Senate Minority Leader Bruce Tarr expressed his own concern that if the Legislature accepts the money in the form of employer assessments now it may never return to cost control. He suggested taking a “timeout” for a few days or passing a resolution to consider MassHealth at a future date certain.
“The only option that’s not acceptable is to do nothing, take the short-term solution and hope it gets better,” Tarr said.
Sen. Vinny deMaceco, the ranking Republican on the Senate Ways and Means Committee, defended Baker’s proposal as a “humane and responsible approach” to a Medicaid spending problem that he said was crowding out investments in other priorities.
He noted testimony from Sudders on Tuesday that “not a single person” would lose coverage, and low-income families would continue to have access to zero-premium health plans.
“We all know at the national level there is a battle going on there as well and we have to be proactive in addressing our costs now so if something changes we are in a better position to address those changes and we don’t have a catastrophic drop all at once,” deMacedo said.
A similar debate played out in the House where House Minority Leader Brad Jones described the actions being taken by lawmakers as pulling out one leg of a three-legged stool that included health care fees, a reduction in unemployment insurance rate hikes and MassHealth reforms.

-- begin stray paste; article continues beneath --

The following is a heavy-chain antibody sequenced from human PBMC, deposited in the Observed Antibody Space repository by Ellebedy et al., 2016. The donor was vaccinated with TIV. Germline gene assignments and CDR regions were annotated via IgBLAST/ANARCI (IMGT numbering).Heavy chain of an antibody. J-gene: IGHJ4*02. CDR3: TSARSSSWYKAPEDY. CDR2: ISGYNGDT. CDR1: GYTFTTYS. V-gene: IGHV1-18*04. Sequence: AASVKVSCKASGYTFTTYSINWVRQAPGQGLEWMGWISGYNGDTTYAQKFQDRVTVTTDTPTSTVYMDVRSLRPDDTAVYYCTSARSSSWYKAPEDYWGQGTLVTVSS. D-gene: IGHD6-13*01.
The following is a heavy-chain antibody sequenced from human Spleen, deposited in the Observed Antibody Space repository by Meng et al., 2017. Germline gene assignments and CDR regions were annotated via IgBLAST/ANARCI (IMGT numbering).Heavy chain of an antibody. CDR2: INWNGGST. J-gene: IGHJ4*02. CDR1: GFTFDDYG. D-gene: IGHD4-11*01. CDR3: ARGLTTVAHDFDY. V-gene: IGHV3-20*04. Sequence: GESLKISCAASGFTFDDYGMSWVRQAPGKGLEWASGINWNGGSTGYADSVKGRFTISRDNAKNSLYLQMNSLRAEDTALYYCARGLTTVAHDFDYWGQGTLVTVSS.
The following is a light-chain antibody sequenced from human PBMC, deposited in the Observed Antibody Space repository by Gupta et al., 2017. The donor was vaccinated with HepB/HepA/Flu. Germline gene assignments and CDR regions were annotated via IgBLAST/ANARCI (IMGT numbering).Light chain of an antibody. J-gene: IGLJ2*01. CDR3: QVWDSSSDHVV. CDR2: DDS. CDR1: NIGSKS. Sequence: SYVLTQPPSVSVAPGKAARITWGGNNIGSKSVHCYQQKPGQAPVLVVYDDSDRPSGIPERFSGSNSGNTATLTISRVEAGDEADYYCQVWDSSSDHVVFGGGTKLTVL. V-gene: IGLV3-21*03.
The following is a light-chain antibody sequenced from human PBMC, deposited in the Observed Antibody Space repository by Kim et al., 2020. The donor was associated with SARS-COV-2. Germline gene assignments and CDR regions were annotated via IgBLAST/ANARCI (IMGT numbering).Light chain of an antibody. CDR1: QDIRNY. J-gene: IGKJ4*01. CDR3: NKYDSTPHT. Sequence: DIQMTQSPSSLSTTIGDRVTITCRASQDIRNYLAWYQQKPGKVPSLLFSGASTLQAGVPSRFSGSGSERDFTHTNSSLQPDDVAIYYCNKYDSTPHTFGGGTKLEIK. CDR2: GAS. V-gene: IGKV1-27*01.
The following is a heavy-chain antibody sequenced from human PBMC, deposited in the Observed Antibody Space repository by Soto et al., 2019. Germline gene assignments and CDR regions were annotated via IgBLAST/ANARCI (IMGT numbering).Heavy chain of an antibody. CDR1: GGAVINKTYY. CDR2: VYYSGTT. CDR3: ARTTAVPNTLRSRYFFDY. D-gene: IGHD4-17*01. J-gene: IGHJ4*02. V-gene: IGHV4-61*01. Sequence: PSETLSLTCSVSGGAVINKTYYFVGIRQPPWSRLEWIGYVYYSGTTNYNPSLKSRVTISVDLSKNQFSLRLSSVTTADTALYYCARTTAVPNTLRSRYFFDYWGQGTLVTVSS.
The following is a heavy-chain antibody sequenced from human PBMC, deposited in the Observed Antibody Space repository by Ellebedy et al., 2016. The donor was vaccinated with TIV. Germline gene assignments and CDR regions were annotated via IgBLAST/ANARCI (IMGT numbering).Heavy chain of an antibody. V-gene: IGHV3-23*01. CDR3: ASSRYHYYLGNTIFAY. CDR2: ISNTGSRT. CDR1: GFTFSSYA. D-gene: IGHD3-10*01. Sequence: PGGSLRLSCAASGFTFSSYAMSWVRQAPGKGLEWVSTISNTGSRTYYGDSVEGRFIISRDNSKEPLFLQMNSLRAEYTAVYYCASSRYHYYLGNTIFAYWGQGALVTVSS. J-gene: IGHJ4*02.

Jones’ amendment to proceed with the unemployment insurance rate relief immediately and hold off on the employer assessments was defeated 41-116.Massachusetts Democratic Party Chairman Gus Bickford applauded the defeat of Baker’s amendment.
“Taking Medicaid away from working families won’t do anything to reduce the overall cost of health care; it’s just a budgeting maneuver that puts the costs on hard-working families who are already struggling to make ends meet,” he said. “Governor Baker and his fellow Republicans should end their attempt to take away Medicaid from working families, and work with Democrats on real bipartisan reforms that actually reduce the cost of health care, like cracking down on prescription drug pricing and investing in addiction prevention and recovery.”